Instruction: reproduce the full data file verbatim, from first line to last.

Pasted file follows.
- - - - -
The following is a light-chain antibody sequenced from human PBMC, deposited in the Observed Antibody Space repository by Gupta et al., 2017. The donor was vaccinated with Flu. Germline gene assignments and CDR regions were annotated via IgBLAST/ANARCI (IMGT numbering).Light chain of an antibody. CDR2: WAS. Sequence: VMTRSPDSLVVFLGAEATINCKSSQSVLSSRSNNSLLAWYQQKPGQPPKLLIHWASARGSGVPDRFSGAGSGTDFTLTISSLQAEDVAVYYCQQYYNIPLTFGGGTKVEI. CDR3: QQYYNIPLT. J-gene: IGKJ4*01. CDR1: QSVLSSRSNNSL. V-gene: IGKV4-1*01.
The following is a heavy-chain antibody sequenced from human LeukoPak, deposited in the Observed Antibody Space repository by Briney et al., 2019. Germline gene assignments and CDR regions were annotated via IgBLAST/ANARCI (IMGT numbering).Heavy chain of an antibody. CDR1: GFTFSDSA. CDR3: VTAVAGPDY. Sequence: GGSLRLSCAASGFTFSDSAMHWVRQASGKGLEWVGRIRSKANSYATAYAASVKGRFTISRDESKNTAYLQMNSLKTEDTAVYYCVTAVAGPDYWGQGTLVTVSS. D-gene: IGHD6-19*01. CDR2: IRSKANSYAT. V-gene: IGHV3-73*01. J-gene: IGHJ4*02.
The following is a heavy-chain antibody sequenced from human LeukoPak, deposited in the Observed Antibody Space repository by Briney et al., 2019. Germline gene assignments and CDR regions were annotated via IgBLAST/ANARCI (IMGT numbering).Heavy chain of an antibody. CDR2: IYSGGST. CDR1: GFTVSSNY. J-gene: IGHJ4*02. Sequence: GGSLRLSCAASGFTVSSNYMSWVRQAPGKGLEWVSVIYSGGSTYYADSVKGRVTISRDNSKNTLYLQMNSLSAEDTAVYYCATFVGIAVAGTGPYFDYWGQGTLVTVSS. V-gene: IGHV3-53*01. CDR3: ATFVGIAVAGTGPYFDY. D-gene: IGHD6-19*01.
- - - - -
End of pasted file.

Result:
The following is a light-chain antibody sequenced from human PBMC, deposited in the Observed Antibody Space repository by Gupta et al., 2017. The donor was vaccinated with Flu. Germline gene assignments and CDR regions were annotated via IgBLAST/ANARCI (IMGT numbering).Light chain of an antibody. CDR2: WAS. Sequence: VMTRSPDSLVVFLGAEATINCKSSQSVLSSRSNNSLLAWYQQKPGQPPKLLIHWASARGSGVPDRFSGAGSGTDFTLTISSLQAEDVAVYYCQQYYNIPLTFGGGTKVEI. CDR3: QQYYNIPLT. J-gene: IGKJ4*01. CDR1: QSVLSSRSNNSL. V-gene: IGKV4-1*01.
The following is a heavy-chain antibody sequenced from human LeukoPak, deposited in the Observed Antibody Space repository by Briney et al., 2019. Germline gene assignments and CDR regions were annotated via IgBLAST/ANARCI (IMGT numbering).Heavy chain of an antibody. CDR1: GFTFSDSA. CDR3: VTAVAGPDY. Sequence: GGSLRLSCAASGFTFSDSAMHWVRQASGKGLEWVGRIRSKANSYATAYAASVKGRFTISRDESKNTAYLQMNSLKTEDTAVYYCVTAVAGPDYWGQGTLVTVSS. D-gene: IGHD6-19*01. CDR2: IRSKANSYAT. V-gene: IGHV3-73*01. J-gene: IGHJ4*02.
The following is a heavy-chain antibody sequenced from human LeukoPak, deposited in the Observed Antibody Space repository by Briney et al., 2019. Germline gene assignments and CDR regions were annotated via IgBLAST/ANARCI (IMGT numbering).Heavy chain of an antibody. CDR2: IYSGGST. CDR1: GFTVSSNY. J-gene: IGHJ4*02. Sequence: GGSLRLSCAASGFTVSSNYMSWVRQAPGKGLEWVSVIYSGGSTYYADSVKGRVTISRDNSKNTLYLQMNSLSAEDTAVYYCATFVGIAVAGTGPYFDYWGQGTLVTVSS. V-gene: IGHV3-53*01. CDR3: ATFVGIAVAGTGPYFDY. D-gene: IGHD6-19*01.